paddleboard off the coast of largs
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Paddling the Largs Coast – SUP Diaries

Paddling the Largs Coast – SUP Diaries

There’s one thing we kept saying on the drive down to Largs.

“God, I hope we see some porpoise.”

“Wouldn’t it be so amazing to see porpoise?”

“Imagine we actually saw a fin come through the water.”

And, as we came over the Haylie Brae, swallowed by the expansive view of Arran, Bute and the glittering Clyde, I thought it was little more than a dream. I was later proved wrong.

View from my Jobe Duna, looking out to Dunoon and Largs.

We launched our boards from the slip next to the marina, sticking right to avoid the worst of the slippery algae. This beach was surprisingly flat, and although I was paddling with two Largs locals, we were all raising our eyebrows at the shallow sands that just kept going.

It was perhaps 20 metres before the water started to deepen, but underwater rocks adorning limpets and barnacles still broke the surface near the Pencil Monument. The others lead the way, moving comfortably into the sunset as it settled onto the Isle of Cumbrae.

We moved past the first little bay, where I’m told the locals stand to watch the annual fireworks, and then to the second and third, stopping around Castle Bay to admire the kelp forests and large starfish beneath us. A seal, ever curious, followed some distance behind, it’s sleek-black head peering above the waterline.

The sun was low in the sky by the time we reached the ferry terminal, the swell from the last sailing still slapping saltwater against our boards. Swathes of people populated the promenade – old couples walking hand-in-hand, dogs pulling along their owners and children pulling along their parents. It felt special to watch the evening go by from the water, our presence scarcely noticed by those on land.

I understood, then, the peering of the seal. I understood why it watched us from the comfort of the water, and why it slipped beneath the waves whenever we got too close.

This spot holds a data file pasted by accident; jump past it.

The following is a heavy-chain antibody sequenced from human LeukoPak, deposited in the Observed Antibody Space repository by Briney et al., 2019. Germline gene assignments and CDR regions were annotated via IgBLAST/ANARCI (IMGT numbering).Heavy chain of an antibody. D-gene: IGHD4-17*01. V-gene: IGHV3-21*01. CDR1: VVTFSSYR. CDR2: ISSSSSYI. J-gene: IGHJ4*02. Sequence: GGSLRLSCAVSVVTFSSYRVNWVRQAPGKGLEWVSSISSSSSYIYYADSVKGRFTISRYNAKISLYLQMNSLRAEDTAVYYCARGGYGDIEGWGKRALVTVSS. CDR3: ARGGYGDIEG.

Somewhere in our drybags, watches clicked forward past 8 o’clock. We turned back towards the pencil, sunset now turning from a brilliant yellow to a more subdued and smouldering red. There was talk of stopping at The Fish Works for a supper, with all the bells and whistles to fill our hungry stomachs. We contemplated gravy and sausage and freshly battered haggis, all washed down with an ice-cold can of juice. We kept talking, laughing, exchanging dinner ideas and order combinations, stopping only when we saw the first fin.

It barely cut the surface of the water. A rounded, slight fin, looking so much like a wave that we second-guessed ourselves for a moment.

“Shh, they’re here,” one of us called. “Stop paddling.”

One fin became two, and then four, and our ears tuned in to the quiet puffs of their blowholes above the water. We watched them – boards drifting, paddles stiff – as they moved alongside us and down towards the marina, only leaving the surface when a yacht came powering around the island.

Porpoise silhouette with Cumbrae, the southern end of the Isle of Bute and Ailsa Craig in the background.

We sat down on our boards, waiting for fins to resurface, tracking ripples and bubbles on the water, and it was while we waited for the porpoise that we noticed something else.

“Jesus, look at the water.”

There were jellyfish. Hundreds, thousands of them, all pulsing through the water and bobbing with the tide.

“That’s crazy,” I said, almost to myself. “This is like something off Nat Geo.”

“The great jelly migration,” Shona joked.

The others paddled on but I, for a moment, felt stuck. Having grown up in the mountainous village of Aviemore, I was not used to the sea and it’s movements. I hadn’t, in all honesty, given too much thought to the possibilities of what might go on beneath that glittering surface. I reached my hand into the water, cutting the same surface that fins had just moved through, watching jellyfish pulse around me, and feeling the fresh sting of cold Scottish water seep into my fingertips.

We ended our paddle at the marina carpark: Sian, eating rice cakes in her flipflops; Shona, packing fast to make the chip shop before it shut; and I, peeling back my wetsuit and still keeping one eye on the horizon in search of another fin.

Time Spent: 2.5 hours

Accessibility: 5/5

Shore Access from Water: 4/5

Beauty & Wildlife: 500/5

Overall: 5/5

West End Outdoors